Before, during, and after Election Day, Trump and numerous Republicans attempted to subvert the [2020 election] and overturn the results, falsely alleging that there had been widespread voter fraud, and trying to influence the vote counting process in swing states. Officials in each of the 50 states stated that there was no evidence of systematic fraud or irregularities in their state. Federal agencies overseeing election security said it was "the most secure in American history." Attorney General Bill Barr concluded there was "no evidence of widespread fraud" in the election. On multiple occasions, Trump falsely declared himself the winner. The Trump campaign and its allies continued to engage in numerous attempts to overturn the results of the election by filing dozens of legal challenges in several states, most of which were dropped or dismissed by various courts, spreading conspiracy theories falsely alleging fraud, pressuring Republican state electors and legislators, and initially refusing to cooperate with the presidential transition.
Will the next US presidential election also be considered fraudulent by the losing party?
For the purpose of this question, the "losing party" is defined as the party whose presidential candidate is projected to come in second place in the electoral college vote count by both the AP and Fox News (see fine print). This question resolves positively if ANY of the following come true following the 2024 presidential election,
The losing candidate states that they consider the election result "fraudulent" or "rigged", or some very close synonym of those words, as determined by consensus in the comment section of this question. The losing candidate must make this claim before the scheduled inauguration. If there is a dispute as to whether the candidate did indeed say a close synonym of "fraudulent" or "rigged", and therefore a dispute over whether the word choice counts for positive resolution, then the following method of resolution will be used: if thesaurus.com lists "fraud", "fraudulent", or "rigged" as a synonym of the word, and at least one moderator agrees that it is a close synonym, then it counts for positive resolution.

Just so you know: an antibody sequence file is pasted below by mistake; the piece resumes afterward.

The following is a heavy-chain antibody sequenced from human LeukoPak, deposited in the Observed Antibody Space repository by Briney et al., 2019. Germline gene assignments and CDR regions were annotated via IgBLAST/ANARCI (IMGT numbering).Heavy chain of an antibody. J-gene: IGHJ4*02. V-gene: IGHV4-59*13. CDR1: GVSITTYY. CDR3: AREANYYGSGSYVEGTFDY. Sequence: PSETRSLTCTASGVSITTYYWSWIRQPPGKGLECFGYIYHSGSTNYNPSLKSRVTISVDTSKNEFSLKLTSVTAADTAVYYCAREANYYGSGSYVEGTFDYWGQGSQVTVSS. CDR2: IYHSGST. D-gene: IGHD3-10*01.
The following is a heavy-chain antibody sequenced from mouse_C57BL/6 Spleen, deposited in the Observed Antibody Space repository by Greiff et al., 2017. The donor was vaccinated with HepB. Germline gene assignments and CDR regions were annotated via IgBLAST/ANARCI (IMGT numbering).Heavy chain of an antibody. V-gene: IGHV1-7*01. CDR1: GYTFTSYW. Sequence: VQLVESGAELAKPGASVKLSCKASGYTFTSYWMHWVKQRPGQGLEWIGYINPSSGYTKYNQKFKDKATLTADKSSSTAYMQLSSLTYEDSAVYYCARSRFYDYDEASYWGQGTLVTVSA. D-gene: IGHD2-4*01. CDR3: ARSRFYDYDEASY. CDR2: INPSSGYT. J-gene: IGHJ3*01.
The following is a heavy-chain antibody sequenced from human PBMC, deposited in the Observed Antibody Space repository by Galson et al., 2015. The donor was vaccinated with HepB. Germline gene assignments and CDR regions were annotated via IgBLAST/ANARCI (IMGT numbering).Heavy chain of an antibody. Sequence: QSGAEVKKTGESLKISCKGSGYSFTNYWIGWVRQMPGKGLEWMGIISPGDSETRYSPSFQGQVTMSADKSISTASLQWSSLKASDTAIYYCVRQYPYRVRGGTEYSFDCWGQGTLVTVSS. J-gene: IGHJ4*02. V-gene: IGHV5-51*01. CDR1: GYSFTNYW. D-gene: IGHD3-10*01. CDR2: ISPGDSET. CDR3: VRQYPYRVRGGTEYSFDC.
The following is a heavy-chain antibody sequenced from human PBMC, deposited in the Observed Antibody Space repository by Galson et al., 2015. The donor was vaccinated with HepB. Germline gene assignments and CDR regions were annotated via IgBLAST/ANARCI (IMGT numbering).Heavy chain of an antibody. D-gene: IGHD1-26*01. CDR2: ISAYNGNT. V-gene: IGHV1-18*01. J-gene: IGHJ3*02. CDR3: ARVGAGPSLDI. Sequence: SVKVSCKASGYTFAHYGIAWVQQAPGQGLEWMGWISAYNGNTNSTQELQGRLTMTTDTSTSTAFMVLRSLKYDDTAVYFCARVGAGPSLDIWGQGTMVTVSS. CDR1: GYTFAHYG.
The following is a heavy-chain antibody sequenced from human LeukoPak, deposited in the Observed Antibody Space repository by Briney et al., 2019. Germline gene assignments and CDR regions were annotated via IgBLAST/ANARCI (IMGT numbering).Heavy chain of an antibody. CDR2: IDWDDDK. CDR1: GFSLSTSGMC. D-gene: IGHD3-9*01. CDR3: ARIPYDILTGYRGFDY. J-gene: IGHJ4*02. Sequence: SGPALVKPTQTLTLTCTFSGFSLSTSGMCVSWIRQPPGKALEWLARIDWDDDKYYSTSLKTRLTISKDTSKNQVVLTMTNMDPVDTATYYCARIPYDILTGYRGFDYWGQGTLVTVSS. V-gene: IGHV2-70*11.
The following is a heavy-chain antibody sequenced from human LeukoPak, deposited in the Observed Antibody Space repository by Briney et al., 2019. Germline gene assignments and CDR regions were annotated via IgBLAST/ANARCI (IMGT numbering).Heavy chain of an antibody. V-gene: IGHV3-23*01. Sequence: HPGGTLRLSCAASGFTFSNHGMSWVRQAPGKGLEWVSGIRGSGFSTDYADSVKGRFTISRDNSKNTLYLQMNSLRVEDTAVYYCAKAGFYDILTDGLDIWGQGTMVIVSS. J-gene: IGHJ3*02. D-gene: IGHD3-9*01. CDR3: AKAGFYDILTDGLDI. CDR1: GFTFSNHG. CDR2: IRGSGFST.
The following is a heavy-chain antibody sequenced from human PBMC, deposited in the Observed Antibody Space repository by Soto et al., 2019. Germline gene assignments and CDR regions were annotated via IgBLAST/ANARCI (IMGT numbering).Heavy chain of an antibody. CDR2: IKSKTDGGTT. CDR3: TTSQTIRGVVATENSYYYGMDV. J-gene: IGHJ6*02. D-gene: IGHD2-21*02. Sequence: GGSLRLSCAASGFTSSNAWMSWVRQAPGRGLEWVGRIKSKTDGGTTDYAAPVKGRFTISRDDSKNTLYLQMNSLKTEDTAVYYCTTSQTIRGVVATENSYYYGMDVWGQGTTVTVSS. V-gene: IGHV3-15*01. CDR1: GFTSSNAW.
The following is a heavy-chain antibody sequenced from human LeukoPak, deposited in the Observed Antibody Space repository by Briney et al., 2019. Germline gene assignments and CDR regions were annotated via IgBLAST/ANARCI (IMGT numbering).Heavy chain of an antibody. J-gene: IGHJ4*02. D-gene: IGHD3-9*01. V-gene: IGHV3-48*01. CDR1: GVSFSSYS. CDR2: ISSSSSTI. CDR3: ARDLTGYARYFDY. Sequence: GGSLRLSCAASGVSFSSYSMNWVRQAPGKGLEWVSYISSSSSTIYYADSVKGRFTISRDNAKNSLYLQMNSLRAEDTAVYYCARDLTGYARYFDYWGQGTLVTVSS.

The losing candidate refuses to concede two weeks following both the AP and Fox News projecting their opponent to win the election AND neither the AP or Fox News having retracted their projection in that time. For the purpose of this question, a concession is a clear statement from the candidate projected to lose that they have acknowledged their defeat, and that they accept the results of the election. The concession must not be retracted within 48 hours.
Fewer than 20% of congressional members of the losing party believe that their candidate lost the election as determined by credible media two weeks following both the AP and Fox News projecting the opposite-party candidate to win the election AND neither the AP or Fox News having retracted their projection in that time. By comparison, on December 7th 2020, just 27 congressional Republicans acknowledge Biden’s win according to the Washington Post.
A survey from the Morning Consult reveals that fewer than 30% of survey participants who are members of the losing party state that the election was "probably" or "definitely" free and fair in the most recent such survey following projections from both the AP and Fox News. The relevant survey for 2020 can be found here.
Otherwise, the question resolves negatively.
For the purpose of this question, a network is said to have "projected" a winner if they make some authoritative statement saying that the candidate has won the election, or will win the election once the votes are counted. Crucially, the network does not actually have to use the language of "projected" but as long as their reporting follows this definition, it counts as a projection.